Everyone wants a better world. And right now there is a chance to actually make it happen.
The Millennium Development Goals (MDG) were proposed in 2000 by the United Nations to provide a plan for the wealthy nations in the world to finally live up to their responsibility and help fix the many imminent crises in the world today. Among those listed were eliminating extreme poverty, halting and reversing global climate change and environmental damage, lowering infant and maternal death rates, achieving universal education, fighting for women’s rights and gender equality, fighting diseases like AIDS and malaria and fostering development everywhere.
Arguably the most important of these goals – although they are all absolutely necessary for a healthy, peaceful and prosperous future for humanity – is eliminating extreme poverty. Extreme poverty is defined as living on less than one U.S. dollar per day. At least 1.1 billion people live and die at this level right now. And die they do: 20,000 die every day because of lack of food, safe water or basic medical care.
I would like to assume that no one wants other people to die no matter where they are, because human suffering is human suffering no matter what plot of ground you call home.
In an article in the September issue of Scientific American, the head of the U.N. Millennium project, Jeffery D. Sachs, argues that extreme poverty could be eliminated by 2025 through an investment of only 0.7 percent of the rich, industrial nations’ gross national product. Sachs, who also works with Columbia and holds a doctorate in economics from Harvard, described the plan as, “giving a billion people a hand up instead of a handout.”
This help would come in the form of infrastructure building. New tools like drip irrigation, which delivers water straight to plants roots, and treadle pumps, which function as human-powered wells, are cheap and boost productivity.
These tools would allow small farmers to grow more food and make more than enough money to compensate for what was invested. Farmers can lift themselves, their children and eventually their countries out of extreme poverty.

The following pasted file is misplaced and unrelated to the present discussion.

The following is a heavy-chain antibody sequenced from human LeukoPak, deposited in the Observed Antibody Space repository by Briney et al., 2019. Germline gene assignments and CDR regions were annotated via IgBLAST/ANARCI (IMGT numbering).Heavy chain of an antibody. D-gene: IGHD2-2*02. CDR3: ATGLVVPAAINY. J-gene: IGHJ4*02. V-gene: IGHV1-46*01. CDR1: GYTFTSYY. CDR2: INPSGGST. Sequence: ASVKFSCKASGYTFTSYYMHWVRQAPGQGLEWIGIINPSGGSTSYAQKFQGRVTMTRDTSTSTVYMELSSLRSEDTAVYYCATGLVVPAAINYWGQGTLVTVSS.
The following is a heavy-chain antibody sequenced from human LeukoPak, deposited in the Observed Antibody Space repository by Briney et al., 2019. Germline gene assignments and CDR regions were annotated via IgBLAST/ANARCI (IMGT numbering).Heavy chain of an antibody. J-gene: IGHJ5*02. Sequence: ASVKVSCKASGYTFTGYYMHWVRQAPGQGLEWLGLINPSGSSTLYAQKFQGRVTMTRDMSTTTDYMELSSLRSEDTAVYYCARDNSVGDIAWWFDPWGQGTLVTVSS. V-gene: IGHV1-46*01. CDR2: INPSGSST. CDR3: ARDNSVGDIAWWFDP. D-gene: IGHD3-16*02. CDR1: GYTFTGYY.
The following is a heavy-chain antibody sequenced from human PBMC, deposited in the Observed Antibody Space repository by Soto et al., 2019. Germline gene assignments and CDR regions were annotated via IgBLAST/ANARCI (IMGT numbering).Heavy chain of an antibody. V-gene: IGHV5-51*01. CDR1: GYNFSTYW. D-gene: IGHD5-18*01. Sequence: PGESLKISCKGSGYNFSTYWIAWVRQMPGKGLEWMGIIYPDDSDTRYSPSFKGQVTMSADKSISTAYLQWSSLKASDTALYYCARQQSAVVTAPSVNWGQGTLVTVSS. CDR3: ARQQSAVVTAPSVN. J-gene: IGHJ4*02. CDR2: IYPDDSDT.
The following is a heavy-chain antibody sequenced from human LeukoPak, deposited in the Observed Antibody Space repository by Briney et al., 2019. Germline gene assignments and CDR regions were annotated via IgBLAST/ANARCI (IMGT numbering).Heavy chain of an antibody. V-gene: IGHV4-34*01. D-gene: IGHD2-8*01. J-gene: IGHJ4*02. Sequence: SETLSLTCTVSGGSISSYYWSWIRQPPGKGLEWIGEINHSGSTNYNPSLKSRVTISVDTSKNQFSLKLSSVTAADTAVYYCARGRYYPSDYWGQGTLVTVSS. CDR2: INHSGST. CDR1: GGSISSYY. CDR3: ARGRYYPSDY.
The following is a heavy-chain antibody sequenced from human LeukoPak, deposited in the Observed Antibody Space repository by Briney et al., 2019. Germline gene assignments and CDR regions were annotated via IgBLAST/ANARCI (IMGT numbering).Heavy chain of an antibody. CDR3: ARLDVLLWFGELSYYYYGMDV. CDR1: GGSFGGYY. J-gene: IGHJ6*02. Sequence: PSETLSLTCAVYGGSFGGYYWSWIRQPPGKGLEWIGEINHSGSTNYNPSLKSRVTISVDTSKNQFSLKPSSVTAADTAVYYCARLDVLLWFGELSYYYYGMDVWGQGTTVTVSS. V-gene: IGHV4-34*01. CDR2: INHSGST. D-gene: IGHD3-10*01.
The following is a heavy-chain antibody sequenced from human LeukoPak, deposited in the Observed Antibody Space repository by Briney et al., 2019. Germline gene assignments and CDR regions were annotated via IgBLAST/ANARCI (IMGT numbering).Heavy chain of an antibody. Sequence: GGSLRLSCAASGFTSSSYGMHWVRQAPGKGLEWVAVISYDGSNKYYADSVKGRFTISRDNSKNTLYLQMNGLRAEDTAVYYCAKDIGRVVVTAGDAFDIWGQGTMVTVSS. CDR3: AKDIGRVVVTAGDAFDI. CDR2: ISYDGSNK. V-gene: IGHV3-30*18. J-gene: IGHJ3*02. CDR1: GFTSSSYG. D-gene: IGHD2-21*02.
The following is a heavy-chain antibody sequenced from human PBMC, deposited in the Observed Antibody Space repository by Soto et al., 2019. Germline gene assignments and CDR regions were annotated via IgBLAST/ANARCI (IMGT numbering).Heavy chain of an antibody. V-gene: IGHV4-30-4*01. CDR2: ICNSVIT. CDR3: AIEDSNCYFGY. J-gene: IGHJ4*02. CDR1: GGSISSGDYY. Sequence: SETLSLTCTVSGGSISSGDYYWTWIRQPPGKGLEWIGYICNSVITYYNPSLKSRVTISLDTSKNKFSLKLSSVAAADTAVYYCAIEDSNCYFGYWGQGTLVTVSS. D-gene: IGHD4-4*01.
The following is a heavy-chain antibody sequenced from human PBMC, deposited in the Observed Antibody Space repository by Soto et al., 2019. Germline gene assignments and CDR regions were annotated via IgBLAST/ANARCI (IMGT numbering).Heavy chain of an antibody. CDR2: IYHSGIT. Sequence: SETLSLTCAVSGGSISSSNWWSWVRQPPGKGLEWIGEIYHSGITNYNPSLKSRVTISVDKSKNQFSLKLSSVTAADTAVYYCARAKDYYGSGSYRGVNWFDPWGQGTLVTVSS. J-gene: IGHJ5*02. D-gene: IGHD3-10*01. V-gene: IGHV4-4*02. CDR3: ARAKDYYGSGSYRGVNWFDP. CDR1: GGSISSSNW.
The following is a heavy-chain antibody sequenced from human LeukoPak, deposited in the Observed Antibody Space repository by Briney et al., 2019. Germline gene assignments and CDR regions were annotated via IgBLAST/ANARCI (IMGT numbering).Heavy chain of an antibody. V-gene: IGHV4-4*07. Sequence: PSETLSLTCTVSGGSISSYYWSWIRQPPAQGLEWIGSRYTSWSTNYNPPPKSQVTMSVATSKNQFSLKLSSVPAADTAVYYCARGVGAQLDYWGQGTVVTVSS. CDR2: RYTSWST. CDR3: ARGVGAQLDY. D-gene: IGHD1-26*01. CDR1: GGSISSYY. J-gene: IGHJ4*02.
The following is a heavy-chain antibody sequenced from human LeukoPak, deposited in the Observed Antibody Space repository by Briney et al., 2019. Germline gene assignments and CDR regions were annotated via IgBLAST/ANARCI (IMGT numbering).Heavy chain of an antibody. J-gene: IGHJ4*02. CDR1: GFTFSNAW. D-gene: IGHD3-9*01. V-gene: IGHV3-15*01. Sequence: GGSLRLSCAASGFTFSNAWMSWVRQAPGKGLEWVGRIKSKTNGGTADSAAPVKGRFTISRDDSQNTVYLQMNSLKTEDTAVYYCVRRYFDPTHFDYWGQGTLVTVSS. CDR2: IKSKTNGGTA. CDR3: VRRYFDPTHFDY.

Similar plans accompany each specific goal and guarantee that they would be successful in creating some real positive change in the world and reducing human suffering.
Some might say that doing this will only strengthen other countries and weaken the industrialized nations like America, but the benefits of these plans will be global. The implementation of these goals will also lead to more stable governments worldwide, which will cut down on wars, famines and genocides. More stable governments will lead to better conditions and cut down on terrorism because people will be less desperate and have more hope for bettering their lives through non-violent means.
The poorer nations in the world will finally be able to contribute to the world economy rather than just be exploited by it. This will increase trade worldwide and benefit everyone, including Americans.
Thus, there’s no surprise that almost everyone in the world supports the MDGs. On Sept. 14, the 2005 U.N. World Summit will convene to discuss international issues, and in particular to create a plan to implement these goals. Over 170 countries have already signed off on the draft agreement for this summit – the only one that didn’t was the United States.
Our ambassador to the United Nations, John Bolton, made hundreds of changes to the draft resolution for the summit that cripples both it and the MDGs. His revised draft deletes sections detailing the industrialized nations’ contributions of 0.7 percent in order to fund the MDGs.
Additional deleted sections addressed global climate change, which is staggering considering the present disaster in Louisiana. Bolton also cut out sections which agreed on nuclear disarmament and the use of force as a last resort. Another callous cut was made to a section that would, “encourage pharmaceutical companies to make anti-retroviral (HIV/AIDS) drugs affordable.” Who wants to help sick people anyway? They’ll probably just end up dying of something else later, right?
No other country in the world supports Bolton’s changes, not even our loyal ally Britain. Everyone else in the world recognizes that we have a responsibility and a real chance to help change the world.
It is the height of stupidity and ignorance for our government to continue ignoring the world and all of its problems as if we didn’t live here too. We need to get Bolton as far away from the United Nations as possible and start supporting initiatives like the Millennium Development Goals that could provide real hope for the future.
Information from – talkingpointsmemo.com, “Neocon Spanner is Thrown in UN Works,” Julian Borger, The Guardian Weekly, “Can Extreme Poverty Be Eliminated,” Jeffrey D. Sachs, “The Big Potential of Small Farms,” Paul Polak, Scientific American